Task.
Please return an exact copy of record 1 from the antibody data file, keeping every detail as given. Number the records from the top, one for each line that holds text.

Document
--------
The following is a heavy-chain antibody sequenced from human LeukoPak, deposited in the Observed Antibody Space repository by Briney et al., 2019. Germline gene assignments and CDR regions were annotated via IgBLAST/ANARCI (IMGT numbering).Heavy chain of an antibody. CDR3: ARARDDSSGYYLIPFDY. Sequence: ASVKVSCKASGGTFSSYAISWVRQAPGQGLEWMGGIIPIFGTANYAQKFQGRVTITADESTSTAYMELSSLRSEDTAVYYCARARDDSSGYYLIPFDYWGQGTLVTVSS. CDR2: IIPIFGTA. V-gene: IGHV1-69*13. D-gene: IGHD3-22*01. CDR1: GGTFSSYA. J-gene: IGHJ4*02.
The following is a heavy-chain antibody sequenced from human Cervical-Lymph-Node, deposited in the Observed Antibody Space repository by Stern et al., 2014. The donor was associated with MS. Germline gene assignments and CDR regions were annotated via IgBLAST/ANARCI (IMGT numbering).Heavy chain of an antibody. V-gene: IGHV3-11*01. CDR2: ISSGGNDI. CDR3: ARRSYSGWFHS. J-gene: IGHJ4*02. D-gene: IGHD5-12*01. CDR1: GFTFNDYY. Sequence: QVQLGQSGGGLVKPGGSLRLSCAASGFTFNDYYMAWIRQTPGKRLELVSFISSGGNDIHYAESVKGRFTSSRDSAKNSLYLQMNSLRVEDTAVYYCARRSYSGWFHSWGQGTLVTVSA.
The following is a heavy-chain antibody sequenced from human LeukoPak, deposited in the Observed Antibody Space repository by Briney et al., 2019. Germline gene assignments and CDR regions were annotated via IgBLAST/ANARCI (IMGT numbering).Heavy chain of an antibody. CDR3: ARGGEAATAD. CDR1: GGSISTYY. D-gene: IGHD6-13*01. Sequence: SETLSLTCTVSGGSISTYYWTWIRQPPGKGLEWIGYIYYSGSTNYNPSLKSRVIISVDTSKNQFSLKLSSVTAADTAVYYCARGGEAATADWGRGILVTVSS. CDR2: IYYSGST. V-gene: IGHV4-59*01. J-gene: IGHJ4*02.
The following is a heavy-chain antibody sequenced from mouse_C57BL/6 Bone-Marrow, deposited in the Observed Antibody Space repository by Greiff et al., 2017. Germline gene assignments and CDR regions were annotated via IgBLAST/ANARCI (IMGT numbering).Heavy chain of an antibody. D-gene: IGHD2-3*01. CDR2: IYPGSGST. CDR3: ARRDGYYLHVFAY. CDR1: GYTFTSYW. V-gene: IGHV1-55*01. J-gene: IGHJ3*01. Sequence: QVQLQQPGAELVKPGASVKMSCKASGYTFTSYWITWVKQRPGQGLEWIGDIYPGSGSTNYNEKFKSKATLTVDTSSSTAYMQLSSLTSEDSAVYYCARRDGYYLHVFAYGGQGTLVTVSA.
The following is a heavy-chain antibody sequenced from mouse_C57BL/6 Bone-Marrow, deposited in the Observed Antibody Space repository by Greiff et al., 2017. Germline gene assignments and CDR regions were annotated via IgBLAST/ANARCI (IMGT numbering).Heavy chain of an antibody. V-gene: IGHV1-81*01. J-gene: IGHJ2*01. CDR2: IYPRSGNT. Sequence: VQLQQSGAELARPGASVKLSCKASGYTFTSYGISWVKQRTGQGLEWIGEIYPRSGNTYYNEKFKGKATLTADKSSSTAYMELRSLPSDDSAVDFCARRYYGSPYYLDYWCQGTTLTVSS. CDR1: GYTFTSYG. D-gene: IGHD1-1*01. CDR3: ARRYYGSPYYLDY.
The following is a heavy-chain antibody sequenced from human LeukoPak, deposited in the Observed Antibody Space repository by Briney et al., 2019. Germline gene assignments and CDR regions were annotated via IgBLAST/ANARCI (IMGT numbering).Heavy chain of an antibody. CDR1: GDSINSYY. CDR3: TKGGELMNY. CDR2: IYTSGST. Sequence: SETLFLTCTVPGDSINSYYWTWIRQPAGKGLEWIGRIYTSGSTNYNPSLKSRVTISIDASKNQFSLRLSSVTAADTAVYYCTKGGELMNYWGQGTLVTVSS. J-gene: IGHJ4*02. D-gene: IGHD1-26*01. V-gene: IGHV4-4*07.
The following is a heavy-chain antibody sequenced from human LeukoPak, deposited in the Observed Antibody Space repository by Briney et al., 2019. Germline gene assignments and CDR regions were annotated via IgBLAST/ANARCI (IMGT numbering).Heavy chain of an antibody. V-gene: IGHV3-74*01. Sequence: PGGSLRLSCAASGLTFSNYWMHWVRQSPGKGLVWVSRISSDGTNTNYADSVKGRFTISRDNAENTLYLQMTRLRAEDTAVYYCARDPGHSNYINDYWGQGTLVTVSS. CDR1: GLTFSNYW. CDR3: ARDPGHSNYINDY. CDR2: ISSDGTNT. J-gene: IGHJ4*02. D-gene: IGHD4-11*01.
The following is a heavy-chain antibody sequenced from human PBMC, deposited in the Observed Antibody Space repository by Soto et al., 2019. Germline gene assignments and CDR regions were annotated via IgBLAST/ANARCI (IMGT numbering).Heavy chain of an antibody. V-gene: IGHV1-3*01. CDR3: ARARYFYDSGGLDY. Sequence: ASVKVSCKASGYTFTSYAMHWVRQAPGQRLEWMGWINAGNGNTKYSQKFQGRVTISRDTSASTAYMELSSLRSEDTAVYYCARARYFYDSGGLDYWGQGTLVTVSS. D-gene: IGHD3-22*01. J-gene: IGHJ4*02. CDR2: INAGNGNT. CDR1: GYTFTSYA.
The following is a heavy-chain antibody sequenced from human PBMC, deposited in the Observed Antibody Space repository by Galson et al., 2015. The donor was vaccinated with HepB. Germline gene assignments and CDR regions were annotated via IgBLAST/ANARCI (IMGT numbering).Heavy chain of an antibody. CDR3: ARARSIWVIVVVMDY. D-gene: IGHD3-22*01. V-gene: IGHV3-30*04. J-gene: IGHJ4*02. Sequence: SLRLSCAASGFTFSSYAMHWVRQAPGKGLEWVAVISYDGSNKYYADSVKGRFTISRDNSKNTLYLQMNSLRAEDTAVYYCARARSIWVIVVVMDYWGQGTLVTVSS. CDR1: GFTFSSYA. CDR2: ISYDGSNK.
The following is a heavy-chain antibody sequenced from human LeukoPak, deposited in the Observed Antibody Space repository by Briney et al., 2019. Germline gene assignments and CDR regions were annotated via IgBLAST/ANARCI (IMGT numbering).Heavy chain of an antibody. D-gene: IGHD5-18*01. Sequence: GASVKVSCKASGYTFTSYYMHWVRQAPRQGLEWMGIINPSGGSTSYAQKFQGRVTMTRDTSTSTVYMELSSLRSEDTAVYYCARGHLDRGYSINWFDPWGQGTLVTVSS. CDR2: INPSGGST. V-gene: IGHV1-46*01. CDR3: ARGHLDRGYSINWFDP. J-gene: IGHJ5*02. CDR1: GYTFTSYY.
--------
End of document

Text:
The following is a heavy-chain antibody sequenced from human LeukoPak, deposited in the Observed Antibody Space repository by Briney et al., 2019. Germline gene assignments and CDR regions were annotated via IgBLAST/ANARCI (IMGT numbering).Heavy chain of an antibody. CDR3: ARARDDSSGYYLIPFDY. Sequence: ASVKVSCKASGGTFSSYAISWVRQAPGQGLEWMGGIIPIFGTANYAQKFQGRVTITADESTSTAYMELSSLRSEDTAVYYCARARDDSSGYYLIPFDYWGQGTLVTVSS. CDR2: IIPIFGTA. V-gene: IGHV1-69*13. D-gene: IGHD3-22*01. CDR1: GGTFSSYA. J-gene: IGHJ4*02.